Discussions continue about the possibility of a new roof at Montreal’s Olympic Stadium, as Olympic Installation Board officials move forward in planning the upgrade.
Originally constructed for the 1976 Summer Olympics, Olympic Stadium was home to the Montreal Expos from 1977-2004. The franchise relocated to Washington ahead of the 2005 season, becoming the Washington Nationals, but Olympic Stadium remains operational for annual MLB exhibitions featuring the Toronto Blue Jays, occasional home matches for MLS’s Montreal Impact, and a variety of other events.
In the coming years, a new roof could be installed over the facility, as the Olympic Installation Board took another step toward that project on Tuesday by releasing a call for bids. That action gives some insight into how the new roof could take shape, as it is not expected to be retractable but could be designed in a way that allows natural daylight to come into the venue. More from The Canadian Press:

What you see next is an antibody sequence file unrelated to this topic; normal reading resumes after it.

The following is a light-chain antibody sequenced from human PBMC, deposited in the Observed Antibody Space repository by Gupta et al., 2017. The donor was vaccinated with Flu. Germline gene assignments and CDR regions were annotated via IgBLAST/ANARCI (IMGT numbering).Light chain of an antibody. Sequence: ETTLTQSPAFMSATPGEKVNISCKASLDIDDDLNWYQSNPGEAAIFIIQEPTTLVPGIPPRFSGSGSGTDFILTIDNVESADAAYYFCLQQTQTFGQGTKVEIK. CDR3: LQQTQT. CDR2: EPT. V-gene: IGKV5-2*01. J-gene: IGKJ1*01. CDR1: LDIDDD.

According to the call, the stadium’s new roof will be partially dismantled to allow open-air events to be held. The call did say this feature would be an “option” and that “the technical feasibility at a reasonable cost must be clearly demonstrated for the board to decide to follow this path.”
The call invited interested firms to submit applications which include plans for the design, construction and maintenance of a new roof for the aging Big O. No information to the roof’s possible price tag was included….
To allow natural light to enter the board requires the new roof to include translucent sections. In a sketch a translucent band around the perimeter of the roof surrounded an opaque coating in the centre.
All previous indications have been that any replacement of Olympic Stadium’s roof will not affect the separate pursuit of a new Major League Baseball team and ballpark in Montreal, and nothing appears to have changed in that regard. Stephen Bronfman and his group have been making the rounds to propose a new ballpark as part of a larger redevelopment at the city’s Peel Basin, stepping up that effort after MLB opted this summer to grant the Tampa Bay Rays permission to explore a split-season arrangement that would involve new facilities in the Tampa Bay and Montreal markets.